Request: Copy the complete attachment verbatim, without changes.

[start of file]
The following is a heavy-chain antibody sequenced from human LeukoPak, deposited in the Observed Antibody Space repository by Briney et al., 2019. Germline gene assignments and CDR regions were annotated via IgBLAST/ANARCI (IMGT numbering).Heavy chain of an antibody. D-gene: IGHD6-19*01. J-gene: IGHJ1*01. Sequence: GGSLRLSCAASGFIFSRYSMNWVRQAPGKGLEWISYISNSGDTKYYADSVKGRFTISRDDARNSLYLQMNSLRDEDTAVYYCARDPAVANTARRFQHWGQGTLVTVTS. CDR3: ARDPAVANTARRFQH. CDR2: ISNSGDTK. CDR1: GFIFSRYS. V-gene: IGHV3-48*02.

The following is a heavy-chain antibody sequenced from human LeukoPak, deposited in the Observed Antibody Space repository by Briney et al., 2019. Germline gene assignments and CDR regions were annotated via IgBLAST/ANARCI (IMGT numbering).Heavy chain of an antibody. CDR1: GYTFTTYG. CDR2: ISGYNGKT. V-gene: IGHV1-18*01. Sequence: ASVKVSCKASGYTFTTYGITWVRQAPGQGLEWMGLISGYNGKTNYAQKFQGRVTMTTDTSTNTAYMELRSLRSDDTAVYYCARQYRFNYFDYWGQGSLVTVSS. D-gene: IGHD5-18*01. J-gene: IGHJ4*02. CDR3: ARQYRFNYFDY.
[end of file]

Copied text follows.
The following is a heavy-chain antibody sequenced from human LeukoPak, deposited in the Observed Antibody Space repository by Briney et al., 2019. Germline gene assignments and CDR regions were annotated via IgBLAST/ANARCI (IMGT numbering).Heavy chain of an antibody. D-gene: IGHD6-19*01. J-gene: IGHJ1*01. Sequence: GGSLRLSCAASGFIFSRYSMNWVRQAPGKGLEWISYISNSGDTKYYADSVKGRFTISRDDARNSLYLQMNSLRDEDTAVYYCARDPAVANTARRFQHWGQGTLVTVTS. CDR3: ARDPAVANTARRFQH. CDR2: ISNSGDTK. CDR1: GFIFSRYS. V-gene: IGHV3-48*02.

The following is a heavy-chain antibody sequenced from human LeukoPak, deposited in the Observed Antibody Space repository by Briney et al., 2019. Germline gene assignments and CDR regions were annotated via IgBLAST/ANARCI (IMGT numbering).Heavy chain of an antibody. CDR1: GYTFTTYG. CDR2: ISGYNGKT. V-gene: IGHV1-18*01. Sequence: ASVKVSCKASGYTFTTYGITWVRQAPGQGLEWMGLISGYNGKTNYAQKFQGRVTMTTDTSTNTAYMELRSLRSDDTAVYYCARQYRFNYFDYWGQGSLVTVSS. D-gene: IGHD5-18*01. J-gene: IGHJ4*02. CDR3: ARQYRFNYFDY.